(This may not be intuitive to students. It will depend on how technologically savvy they are. For instance, some students may know what computer simulations are, but some may not. In a basic sense, you want to be sure that students at least know that things should be tested in order to assess their performance. Brainstorm different ways for testing. Even take some of the real-life examples they've just discussed and talk about how they could be tested. For instance, how could running shoes be tested? The benchmark mentions small-scale models, computer systems, and parts of the system thought to be least reliable.)
- What are other limitations for all of the instruments for this mission?
(Because of the fuel expense and the size of the spacecraft, size and weight are definite limitations.)
- What is the point of testing the performance of an instrument before the mission?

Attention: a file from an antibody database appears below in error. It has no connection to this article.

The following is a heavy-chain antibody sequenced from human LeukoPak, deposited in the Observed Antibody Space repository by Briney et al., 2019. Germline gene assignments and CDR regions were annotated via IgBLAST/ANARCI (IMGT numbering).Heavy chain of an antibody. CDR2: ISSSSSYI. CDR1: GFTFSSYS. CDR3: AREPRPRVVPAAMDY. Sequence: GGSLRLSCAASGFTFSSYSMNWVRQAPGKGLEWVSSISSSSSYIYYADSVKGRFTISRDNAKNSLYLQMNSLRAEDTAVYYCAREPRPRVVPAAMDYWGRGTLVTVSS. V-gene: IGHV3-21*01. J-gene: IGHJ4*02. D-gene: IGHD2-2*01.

(Discuss how failure of an instrument could result in failure of a mission. How can this be prevented?)
Students should continue to follow the instructions on the Behind the Mission to Mercury student esheet. The first part of the Development of the lesson is an interactive, called MESSENGER: Mission to Mercury. Students will plan which pieces of scientific equipment they will need on board the spacecraft in order to complete the goals of a mission successfully. The equipment must not only fit on the spacecraft, but the cost of the equipment must also fall within a specified budget. Students are asked to stop for discussion after part one.
- Why are the instruments an important factor in meeting the goals of the mission?